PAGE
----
• 10 KFT Jan $30 puts sold for $1.60 ($1,600), now .82 (up $780)
  • 10 EXC Jan $37.50 puts sold for $2.20 ($2,200), now $1.50 (up $700)
  • 10 HCBK Jan $10 puts sold for $1.50 ($1,500), now $3.70 (down $2,200)
  • 10 HCBK Jan $7.50 puts sold for net $0, now $1.56 (down $1,560) 
  • 10 GE 2013 $17.50 puts sold for $2.10 ($4,200), now $3.70 (down $1,600) 
  • 10 HPQ 2012 $35 puts sold for $2.90 ($2,900), now $4.70 (down $1,800) 
  • 10 CCJ Jan $25 puts sold for net $1.25 ($1,250), now $4 (down $2,750)
  • 5 RIMM Jan $35 puts sold for net $1.65 ($825),now $11.50 (down $4,925)
  • 10 RIMM Jan $27.50 puts, sold for $4 ($4,000), now $5.70 (down $1,700) 
  • 10 IMAX Jan $25 puts sold for $2.40 ($2,400), now $8.50 (down $6,100)
  • 10 IMAX 2013 $22.50 puts for $4.90 ($4,900), now 7.50 (down $2,600) 
  • 30 FTR 2013 $7.50 puts sold for $1.30 ($3,900), now $2 (down $2,100)
  • 20 GLW 2013 $17.50 puts sold for $2.40 (4,800), now $4.80 (down $4,800) 
  • 30 NLY 2013 15 puts sold for net $2.43 ($7,290), now $2 (up $1,290)
  • 20 VLO Jan $20 puts sold for $3.05 ($6,100), now $2.45 (up $1,200)

We have a net of $29,565 if we stay this low though January 2012 and January 2013 expiration dates.  Not so bad with the market dropping 20% on us and the VIX blowing up.  Also, as with any of our portfolios – these are the LOSING ends of spreads – don't forget we've already cashed in $33,084 and we have plenty of calls to sell and dividends to collect.  At the moment, there's really no point to even adjusting these positions.  I had mentioned, in the past, that we do need to stop out short puts with a 30% loss and, from now on that is going to be a rule but, since it seems many people have not done that, I'm going to play this set through as it's more educational to follow it over time anyway but PLEASE look over this list and consider how sensible stops could have saved a huge amount of our virtual cash!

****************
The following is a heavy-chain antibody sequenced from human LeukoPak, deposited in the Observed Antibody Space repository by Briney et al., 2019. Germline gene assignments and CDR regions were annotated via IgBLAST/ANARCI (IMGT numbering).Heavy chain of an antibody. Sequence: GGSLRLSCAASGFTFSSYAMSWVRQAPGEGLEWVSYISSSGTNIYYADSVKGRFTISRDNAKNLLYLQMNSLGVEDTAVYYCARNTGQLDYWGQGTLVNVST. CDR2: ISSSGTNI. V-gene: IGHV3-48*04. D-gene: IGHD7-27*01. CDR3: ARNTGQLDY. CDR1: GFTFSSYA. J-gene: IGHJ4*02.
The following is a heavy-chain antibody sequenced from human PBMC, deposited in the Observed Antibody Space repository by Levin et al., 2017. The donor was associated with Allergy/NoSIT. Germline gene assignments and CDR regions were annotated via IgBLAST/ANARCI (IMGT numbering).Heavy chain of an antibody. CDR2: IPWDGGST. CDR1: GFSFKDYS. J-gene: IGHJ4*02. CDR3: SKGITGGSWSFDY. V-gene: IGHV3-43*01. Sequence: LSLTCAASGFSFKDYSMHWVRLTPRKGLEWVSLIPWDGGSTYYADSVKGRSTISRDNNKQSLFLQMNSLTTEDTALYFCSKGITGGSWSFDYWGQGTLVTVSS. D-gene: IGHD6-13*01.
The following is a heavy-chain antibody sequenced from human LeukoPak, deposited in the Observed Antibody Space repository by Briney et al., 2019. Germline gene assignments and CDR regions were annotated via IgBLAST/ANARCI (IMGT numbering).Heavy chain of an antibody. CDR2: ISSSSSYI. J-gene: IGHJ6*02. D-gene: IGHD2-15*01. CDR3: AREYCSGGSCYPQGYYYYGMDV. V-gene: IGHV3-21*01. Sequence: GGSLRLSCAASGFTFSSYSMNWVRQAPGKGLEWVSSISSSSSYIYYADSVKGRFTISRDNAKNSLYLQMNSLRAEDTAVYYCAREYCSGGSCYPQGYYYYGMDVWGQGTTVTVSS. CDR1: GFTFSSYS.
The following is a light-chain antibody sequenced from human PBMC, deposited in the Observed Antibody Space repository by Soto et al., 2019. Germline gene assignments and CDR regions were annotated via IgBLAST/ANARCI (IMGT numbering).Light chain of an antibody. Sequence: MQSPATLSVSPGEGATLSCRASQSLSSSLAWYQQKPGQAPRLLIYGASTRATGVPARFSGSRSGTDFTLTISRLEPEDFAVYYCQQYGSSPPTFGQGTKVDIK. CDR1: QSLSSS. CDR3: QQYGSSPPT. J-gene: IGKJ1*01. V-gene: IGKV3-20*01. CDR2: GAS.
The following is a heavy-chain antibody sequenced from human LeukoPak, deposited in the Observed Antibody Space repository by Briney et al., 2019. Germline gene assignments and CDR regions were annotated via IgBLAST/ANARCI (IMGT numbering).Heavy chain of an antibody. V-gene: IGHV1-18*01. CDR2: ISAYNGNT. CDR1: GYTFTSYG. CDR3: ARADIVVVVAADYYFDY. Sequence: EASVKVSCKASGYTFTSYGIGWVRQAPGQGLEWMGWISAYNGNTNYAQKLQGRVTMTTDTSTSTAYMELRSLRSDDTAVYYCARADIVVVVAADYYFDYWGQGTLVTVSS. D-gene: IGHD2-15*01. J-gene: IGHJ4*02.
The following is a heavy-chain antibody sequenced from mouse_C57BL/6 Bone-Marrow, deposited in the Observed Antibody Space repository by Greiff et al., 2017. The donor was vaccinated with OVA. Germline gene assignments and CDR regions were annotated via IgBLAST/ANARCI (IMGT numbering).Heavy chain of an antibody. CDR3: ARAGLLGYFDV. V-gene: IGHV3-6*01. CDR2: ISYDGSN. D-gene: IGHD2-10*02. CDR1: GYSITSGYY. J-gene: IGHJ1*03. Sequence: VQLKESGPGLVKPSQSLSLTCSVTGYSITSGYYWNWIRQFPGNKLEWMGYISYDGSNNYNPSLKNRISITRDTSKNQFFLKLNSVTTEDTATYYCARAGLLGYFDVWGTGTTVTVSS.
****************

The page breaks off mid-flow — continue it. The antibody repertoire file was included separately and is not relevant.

We did close a few positions as well, mostly on Aug 1st, when we had to dump out of our short-term bullish positions.  After that we just rode things down and did a little bottom-fishing along the way:  

  • 10 TBT Aug $32 puts sold for $1.10, out at $1.35 – down $250 
  • 40 IMAX Aug $27/28 bull call spread at .55, out at .20 – down $1,400
  • 50 IYR Aug $60 puts sold for $1.24, out at $1.30 – down $300
  • 50 DIA Aug $116 puts sold for $1.10, out at .70 – up $2,000 

Nothing exciting to report there, a net gain of $50 and it was my mistake not calling for ALL short puts to be pulled in.  Better safe than sorry next time – especially as we were well ahead at the time and could have just gone to all cash and waited out the uncertainty.  In general we don’t really want to be up or down, we just want to collect our premiums and our dividends – which brings us to our Dividend Positions and Spreads:

  • 3,000 NLY at net $15.76, now $17.88 – .62 dividend expected 9/30 ($1,860)
  • 2,000 AGNC Sept $28 covered call at net $27.21, now $29.11 – $1.40 dividend expected 9/30 ($2,800). 
  • 3,000 FTR at net 6.29, now $6.95 - .19 dividend expected 9/30 ($570)
  • 20 GLW Jan $16 calls at net $2.55 ($5,100), now .85  (down $3,400)
  • 1,000 CSCO 2013 $17.50 buy/write at net $11.92/14.71, now $15.99 – .06 dividend expected 7/15 ($60) 
  • 1,000 HCBK at net $6.83, now $6.23 – .08 dividend expected 8/30 ($80)
  • 2,000 SKX Jan $14 buy/write at net $9.75/11.88, now $15.46
  • 5,000 WFR 2013 $7.50 buy/write at net $3.85/5.67, now $6.53
  • 50 WFR Aug $8 calls sold for .32 ($1,600), now .03 (up $1,450) - should expire worthless
  • 2000 SONC March $10/$12.50 buy/write at $6.95/9.72, now 9.05
  • 5 OIH 2013 $110/130 bull call spreads at $10, now $11 
  • 5 OIH 2013 $100 puts sold for $11.50 ($5,750), now $8 (up $1,750)
  • 3,000 HOLI Jan $7.50/5 buy/write at net $2.90/3.95, now $6.41

Our spreads are simply on or off track.  The main idea here is to establish inexpensive entries for future call selling and dividends.  We broke up some of our buy/writes and that pushed the losing puts into the earlier section and there are many thousands of call contracts so be sold when the market comes back.  Meanwhile, we hope we have adequate protection from our long-term hedges to see us through things – just in case we don't bounce back!     


  • 100 IYR Jan $50 puts at net $1.70 ($17,000), now $3.05 (up $13,500)  
  • 50 IYR Aug $57 puts sold for $1.05 ($5,025), now $2.70 (down $8,250) - rolling to 100 Aug $55 puts at $1.35 (even)
  • 50 DIA March 2012 $110 puts at $4.15, now $7.95 (up $19,000)